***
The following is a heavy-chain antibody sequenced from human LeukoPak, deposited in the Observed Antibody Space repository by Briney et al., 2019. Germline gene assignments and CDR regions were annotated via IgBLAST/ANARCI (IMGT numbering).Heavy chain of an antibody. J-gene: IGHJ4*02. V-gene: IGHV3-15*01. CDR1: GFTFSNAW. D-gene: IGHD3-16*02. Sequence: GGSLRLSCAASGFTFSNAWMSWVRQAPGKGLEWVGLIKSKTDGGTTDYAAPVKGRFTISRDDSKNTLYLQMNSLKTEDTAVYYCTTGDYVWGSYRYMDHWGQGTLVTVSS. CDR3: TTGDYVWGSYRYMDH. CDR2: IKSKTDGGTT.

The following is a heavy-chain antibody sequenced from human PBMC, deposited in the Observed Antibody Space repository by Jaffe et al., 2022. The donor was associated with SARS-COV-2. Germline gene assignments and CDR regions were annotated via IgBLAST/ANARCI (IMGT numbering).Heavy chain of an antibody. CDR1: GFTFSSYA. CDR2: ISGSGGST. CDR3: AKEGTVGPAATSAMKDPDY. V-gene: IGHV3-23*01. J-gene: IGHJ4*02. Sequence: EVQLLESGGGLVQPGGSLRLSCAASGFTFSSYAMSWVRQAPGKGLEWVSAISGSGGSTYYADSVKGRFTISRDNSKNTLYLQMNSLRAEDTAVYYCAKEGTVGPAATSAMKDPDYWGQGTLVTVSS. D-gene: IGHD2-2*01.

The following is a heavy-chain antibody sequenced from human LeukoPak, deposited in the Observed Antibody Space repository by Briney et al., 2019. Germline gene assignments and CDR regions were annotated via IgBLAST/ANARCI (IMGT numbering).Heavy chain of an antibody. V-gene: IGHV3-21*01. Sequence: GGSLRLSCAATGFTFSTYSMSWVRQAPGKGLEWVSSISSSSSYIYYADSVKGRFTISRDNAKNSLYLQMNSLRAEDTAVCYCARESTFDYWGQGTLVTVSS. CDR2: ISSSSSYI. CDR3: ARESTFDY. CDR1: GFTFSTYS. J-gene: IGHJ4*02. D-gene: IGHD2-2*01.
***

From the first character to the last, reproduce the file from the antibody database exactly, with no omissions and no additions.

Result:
The following is a heavy-chain antibody sequenced from human LeukoPak, deposited in the Observed Antibody Space repository by Briney et al., 2019. Germline gene assignments and CDR regions were annotated via IgBLAST/ANARCI (IMGT numbering).Heavy chain of an antibody. J-gene: IGHJ4*02. V-gene: IGHV3-15*01. CDR1: GFTFSNAW. D-gene: IGHD3-16*02. Sequence: GGSLRLSCAASGFTFSNAWMSWVRQAPGKGLEWVGLIKSKTDGGTTDYAAPVKGRFTISRDDSKNTLYLQMNSLKTEDTAVYYCTTGDYVWGSYRYMDHWGQGTLVTVSS. CDR3: TTGDYVWGSYRYMDH. CDR2: IKSKTDGGTT.

The following is a heavy-chain antibody sequenced from human PBMC, deposited in the Observed Antibody Space repository by Jaffe et al., 2022. The donor was associated with SARS-COV-2. Germline gene assignments and CDR regions were annotated via IgBLAST/ANARCI (IMGT numbering).Heavy chain of an antibody. CDR1: GFTFSSYA. CDR2: ISGSGGST. CDR3: AKEGTVGPAATSAMKDPDY. V-gene: IGHV3-23*01. J-gene: IGHJ4*02. Sequence: EVQLLESGGGLVQPGGSLRLSCAASGFTFSSYAMSWVRQAPGKGLEWVSAISGSGGSTYYADSVKGRFTISRDNSKNTLYLQMNSLRAEDTAVYYCAKEGTVGPAATSAMKDPDYWGQGTLVTVSS. D-gene: IGHD2-2*01.

The following is a heavy-chain antibody sequenced from human LeukoPak, deposited in the Observed Antibody Space repository by Briney et al., 2019. Germline gene assignments and CDR regions were annotated via IgBLAST/ANARCI (IMGT numbering).Heavy chain of an antibody. V-gene: IGHV3-21*01. Sequence: GGSLRLSCAATGFTFSTYSMSWVRQAPGKGLEWVSSISSSSSYIYYADSVKGRFTISRDNAKNSLYLQMNSLRAEDTAVCYCARESTFDYWGQGTLVTVSS. CDR2: ISSSSSYI. CDR3: ARESTFDY. CDR1: GFTFSTYS. J-gene: IGHJ4*02. D-gene: IGHD2-2*01.